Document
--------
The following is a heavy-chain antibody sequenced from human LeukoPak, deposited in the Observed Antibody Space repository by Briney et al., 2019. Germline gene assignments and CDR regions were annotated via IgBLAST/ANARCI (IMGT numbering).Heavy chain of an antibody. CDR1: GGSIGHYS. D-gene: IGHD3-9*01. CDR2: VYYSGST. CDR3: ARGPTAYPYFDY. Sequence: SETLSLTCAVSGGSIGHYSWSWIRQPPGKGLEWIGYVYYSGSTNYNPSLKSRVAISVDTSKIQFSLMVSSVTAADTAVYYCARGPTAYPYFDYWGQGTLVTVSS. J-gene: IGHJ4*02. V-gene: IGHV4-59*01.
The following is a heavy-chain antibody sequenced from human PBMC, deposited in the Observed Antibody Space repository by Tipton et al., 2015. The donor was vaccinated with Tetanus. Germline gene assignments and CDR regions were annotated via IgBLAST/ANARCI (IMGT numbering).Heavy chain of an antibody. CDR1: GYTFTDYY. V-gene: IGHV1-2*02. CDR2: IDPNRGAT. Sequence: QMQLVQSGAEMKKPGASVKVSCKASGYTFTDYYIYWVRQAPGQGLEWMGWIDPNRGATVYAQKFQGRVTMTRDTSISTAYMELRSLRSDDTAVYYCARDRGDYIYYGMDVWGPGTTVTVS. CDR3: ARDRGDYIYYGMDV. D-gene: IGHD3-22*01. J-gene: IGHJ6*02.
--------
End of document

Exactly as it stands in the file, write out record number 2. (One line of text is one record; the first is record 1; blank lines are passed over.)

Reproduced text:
The following is a heavy-chain antibody sequenced from human PBMC, deposited in the Observed Antibody Space repository by Tipton et al., 2015. The donor was vaccinated with Tetanus. Germline gene assignments and CDR regions were annotated via IgBLAST/ANARCI (IMGT numbering).Heavy chain of an antibody. CDR1: GYTFTDYY. V-gene: IGHV1-2*02. CDR2: IDPNRGAT. Sequence: QMQLVQSGAEMKKPGASVKVSCKASGYTFTDYYIYWVRQAPGQGLEWMGWIDPNRGATVYAQKFQGRVTMTRDTSISTAYMELRSLRSDDTAVYYCARDRGDYIYYGMDVWGPGTTVTVS. CDR3: ARDRGDYIYYGMDV. D-gene: IGHD3-22*01. J-gene: IGHJ6*02.